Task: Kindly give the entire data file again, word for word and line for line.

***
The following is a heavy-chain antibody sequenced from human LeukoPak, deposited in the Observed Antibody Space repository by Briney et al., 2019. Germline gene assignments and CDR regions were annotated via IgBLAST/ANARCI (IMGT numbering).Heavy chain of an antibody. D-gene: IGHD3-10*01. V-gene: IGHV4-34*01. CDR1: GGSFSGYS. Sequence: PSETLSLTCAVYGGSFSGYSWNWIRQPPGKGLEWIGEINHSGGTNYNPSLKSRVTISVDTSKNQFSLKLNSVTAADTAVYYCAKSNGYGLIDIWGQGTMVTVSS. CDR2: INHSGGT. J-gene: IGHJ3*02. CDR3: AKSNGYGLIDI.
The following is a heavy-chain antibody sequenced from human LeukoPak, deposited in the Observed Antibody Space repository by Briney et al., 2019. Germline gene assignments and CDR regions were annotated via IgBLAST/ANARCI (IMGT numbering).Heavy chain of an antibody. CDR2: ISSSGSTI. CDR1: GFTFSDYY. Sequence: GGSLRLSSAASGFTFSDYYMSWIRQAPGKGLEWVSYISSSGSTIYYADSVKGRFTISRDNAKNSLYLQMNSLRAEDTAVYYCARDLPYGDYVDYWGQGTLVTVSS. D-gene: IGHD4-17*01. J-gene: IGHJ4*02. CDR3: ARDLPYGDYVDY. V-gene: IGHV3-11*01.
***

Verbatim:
The following is a heavy-chain antibody sequenced from human LeukoPak, deposited in the Observed Antibody Space repository by Briney et al., 2019. Germline gene assignments and CDR regions were annotated via IgBLAST/ANARCI (IMGT numbering).Heavy chain of an antibody. D-gene: IGHD3-10*01. V-gene: IGHV4-34*01. CDR1: GGSFSGYS. Sequence: PSETLSLTCAVYGGSFSGYSWNWIRQPPGKGLEWIGEINHSGGTNYNPSLKSRVTISVDTSKNQFSLKLNSVTAADTAVYYCAKSNGYGLIDIWGQGTMVTVSS. CDR2: INHSGGT. J-gene: IGHJ3*02. CDR3: AKSNGYGLIDI.
The following is a heavy-chain antibody sequenced from human LeukoPak, deposited in the Observed Antibody Space repository by Briney et al., 2019. Germline gene assignments and CDR regions were annotated via IgBLAST/ANARCI (IMGT numbering).Heavy chain of an antibody. CDR2: ISSSGSTI. CDR1: GFTFSDYY. Sequence: GGSLRLSSAASGFTFSDYYMSWIRQAPGKGLEWVSYISSSGSTIYYADSVKGRFTISRDNAKNSLYLQMNSLRAEDTAVYYCARDLPYGDYVDYWGQGTLVTVSS. D-gene: IGHD4-17*01. J-gene: IGHJ4*02. CDR3: ARDLPYGDYVDY. V-gene: IGHV3-11*01.